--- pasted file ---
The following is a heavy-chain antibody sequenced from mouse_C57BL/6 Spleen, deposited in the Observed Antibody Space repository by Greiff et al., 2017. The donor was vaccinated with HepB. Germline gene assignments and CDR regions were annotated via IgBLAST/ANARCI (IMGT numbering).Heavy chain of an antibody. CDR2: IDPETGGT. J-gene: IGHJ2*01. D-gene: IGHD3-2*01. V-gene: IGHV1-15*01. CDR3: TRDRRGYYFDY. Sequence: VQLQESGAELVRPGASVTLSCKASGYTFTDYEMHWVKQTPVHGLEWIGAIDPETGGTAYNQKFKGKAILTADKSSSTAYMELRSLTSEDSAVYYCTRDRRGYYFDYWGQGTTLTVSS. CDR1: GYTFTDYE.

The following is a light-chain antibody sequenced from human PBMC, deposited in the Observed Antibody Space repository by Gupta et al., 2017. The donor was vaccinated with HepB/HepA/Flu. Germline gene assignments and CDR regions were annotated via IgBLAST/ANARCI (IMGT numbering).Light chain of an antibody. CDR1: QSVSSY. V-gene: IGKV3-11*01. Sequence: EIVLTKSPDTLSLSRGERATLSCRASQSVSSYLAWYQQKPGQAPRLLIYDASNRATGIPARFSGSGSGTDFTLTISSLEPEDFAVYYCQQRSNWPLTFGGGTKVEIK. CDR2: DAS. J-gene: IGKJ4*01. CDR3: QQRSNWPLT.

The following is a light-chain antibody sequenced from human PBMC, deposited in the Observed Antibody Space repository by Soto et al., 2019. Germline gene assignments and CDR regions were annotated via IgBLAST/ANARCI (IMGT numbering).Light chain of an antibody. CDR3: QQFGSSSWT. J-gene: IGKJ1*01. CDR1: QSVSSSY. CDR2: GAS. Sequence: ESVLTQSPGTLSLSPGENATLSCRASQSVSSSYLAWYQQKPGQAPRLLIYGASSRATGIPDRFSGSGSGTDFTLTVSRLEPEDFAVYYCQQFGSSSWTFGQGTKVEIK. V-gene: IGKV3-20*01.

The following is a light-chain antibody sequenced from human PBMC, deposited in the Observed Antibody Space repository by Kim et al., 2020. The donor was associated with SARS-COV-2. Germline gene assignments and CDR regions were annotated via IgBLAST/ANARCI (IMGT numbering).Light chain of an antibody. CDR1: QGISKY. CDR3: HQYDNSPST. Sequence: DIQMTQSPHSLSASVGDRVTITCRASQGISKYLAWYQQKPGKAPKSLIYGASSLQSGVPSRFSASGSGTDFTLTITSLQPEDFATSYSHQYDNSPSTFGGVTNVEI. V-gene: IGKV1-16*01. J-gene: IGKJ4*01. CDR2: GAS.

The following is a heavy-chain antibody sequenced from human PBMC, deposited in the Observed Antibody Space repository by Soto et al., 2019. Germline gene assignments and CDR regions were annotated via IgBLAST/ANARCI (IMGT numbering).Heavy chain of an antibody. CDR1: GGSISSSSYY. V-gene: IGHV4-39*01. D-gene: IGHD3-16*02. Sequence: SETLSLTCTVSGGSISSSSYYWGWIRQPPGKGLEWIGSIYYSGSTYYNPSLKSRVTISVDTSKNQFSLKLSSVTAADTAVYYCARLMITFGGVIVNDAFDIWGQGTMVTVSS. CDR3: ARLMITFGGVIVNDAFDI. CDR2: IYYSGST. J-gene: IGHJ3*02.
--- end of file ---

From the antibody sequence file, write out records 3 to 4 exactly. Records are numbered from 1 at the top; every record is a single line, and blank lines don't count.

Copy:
The following is a light-chain antibody sequenced from human PBMC, deposited in the Observed Antibody Space repository by Soto et al., 2019. Germline gene assignments and CDR regions were annotated via IgBLAST/ANARCI (IMGT numbering).Light chain of an antibody. CDR3: QQFGSSSWT. J-gene: IGKJ1*01. CDR1: QSVSSSY. CDR2: GAS. Sequence: ESVLTQSPGTLSLSPGENATLSCRASQSVSSSYLAWYQQKPGQAPRLLIYGASSRATGIPDRFSGSGSGTDFTLTVSRLEPEDFAVYYCQQFGSSSWTFGQGTKVEIK. V-gene: IGKV3-20*01.

The following is a light-chain antibody sequenced from human PBMC, deposited in the Observed Antibody Space repository by Kim et al., 2020. The donor was associated with SARS-COV-2. Germline gene assignments and CDR regions were annotated via IgBLAST/ANARCI (IMGT numbering).Light chain of an antibody. CDR1: QGISKY. CDR3: HQYDNSPST. Sequence: DIQMTQSPHSLSASVGDRVTITCRASQGISKYLAWYQQKPGKAPKSLIYGASSLQSGVPSRFSASGSGTDFTLTITSLQPEDFATSYSHQYDNSPSTFGGVTNVEI. V-gene: IGKV1-16*01. J-gene: IGKJ4*01. CDR2: GAS.